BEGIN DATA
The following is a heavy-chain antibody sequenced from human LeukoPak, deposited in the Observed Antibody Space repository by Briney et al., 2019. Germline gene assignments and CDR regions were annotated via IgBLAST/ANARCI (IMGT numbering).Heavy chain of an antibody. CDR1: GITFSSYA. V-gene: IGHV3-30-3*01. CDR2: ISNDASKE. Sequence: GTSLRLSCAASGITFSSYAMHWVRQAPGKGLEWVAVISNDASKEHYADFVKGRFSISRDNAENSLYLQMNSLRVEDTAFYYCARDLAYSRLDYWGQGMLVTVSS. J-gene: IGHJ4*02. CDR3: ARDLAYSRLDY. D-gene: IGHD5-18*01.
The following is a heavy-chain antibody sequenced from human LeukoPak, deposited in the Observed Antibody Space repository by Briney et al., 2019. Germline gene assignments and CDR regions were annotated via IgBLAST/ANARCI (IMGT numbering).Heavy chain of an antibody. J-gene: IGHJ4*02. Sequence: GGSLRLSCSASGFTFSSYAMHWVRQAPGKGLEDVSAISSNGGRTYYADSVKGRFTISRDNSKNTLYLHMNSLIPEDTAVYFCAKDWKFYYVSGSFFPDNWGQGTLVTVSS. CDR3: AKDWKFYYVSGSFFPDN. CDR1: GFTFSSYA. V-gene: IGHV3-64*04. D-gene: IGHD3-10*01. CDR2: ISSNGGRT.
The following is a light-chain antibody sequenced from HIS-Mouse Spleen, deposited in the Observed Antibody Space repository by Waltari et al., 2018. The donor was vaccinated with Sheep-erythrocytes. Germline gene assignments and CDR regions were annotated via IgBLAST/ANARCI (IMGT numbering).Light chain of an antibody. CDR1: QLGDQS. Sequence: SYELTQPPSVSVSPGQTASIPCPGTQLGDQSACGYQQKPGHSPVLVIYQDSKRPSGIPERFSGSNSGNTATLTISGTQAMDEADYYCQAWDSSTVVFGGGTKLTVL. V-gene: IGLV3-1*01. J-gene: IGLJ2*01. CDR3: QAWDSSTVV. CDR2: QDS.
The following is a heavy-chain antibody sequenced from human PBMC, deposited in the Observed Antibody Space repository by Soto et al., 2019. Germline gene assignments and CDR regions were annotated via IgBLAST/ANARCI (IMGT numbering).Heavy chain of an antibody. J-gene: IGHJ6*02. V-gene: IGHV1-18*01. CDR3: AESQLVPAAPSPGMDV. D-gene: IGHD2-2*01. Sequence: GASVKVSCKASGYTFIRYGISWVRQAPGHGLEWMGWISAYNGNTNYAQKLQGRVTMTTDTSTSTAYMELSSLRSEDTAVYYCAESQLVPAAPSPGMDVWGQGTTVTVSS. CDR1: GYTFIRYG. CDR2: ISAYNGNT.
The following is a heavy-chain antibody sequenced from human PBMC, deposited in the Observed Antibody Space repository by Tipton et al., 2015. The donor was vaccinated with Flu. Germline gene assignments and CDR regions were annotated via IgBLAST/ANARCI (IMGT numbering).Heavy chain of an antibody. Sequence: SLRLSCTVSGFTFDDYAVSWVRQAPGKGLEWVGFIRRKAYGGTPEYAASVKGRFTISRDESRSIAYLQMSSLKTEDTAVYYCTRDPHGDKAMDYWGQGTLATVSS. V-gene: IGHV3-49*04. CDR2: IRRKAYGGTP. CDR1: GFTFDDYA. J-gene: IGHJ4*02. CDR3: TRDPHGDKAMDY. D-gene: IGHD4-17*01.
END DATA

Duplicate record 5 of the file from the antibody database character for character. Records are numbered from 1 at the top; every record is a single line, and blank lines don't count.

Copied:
The following is a heavy-chain antibody sequenced from human PBMC, deposited in the Observed Antibody Space repository by Tipton et al., 2015. The donor was vaccinated with Flu. Germline gene assignments and CDR regions were annotated via IgBLAST/ANARCI (IMGT numbering).Heavy chain of an antibody. Sequence: SLRLSCTVSGFTFDDYAVSWVRQAPGKGLEWVGFIRRKAYGGTPEYAASVKGRFTISRDESRSIAYLQMSSLKTEDTAVYYCTRDPHGDKAMDYWGQGTLATVSS. V-gene: IGHV3-49*04. CDR2: IRRKAYGGTP. CDR1: GFTFDDYA. J-gene: IGHJ4*02. CDR3: TRDPHGDKAMDY. D-gene: IGHD4-17*01.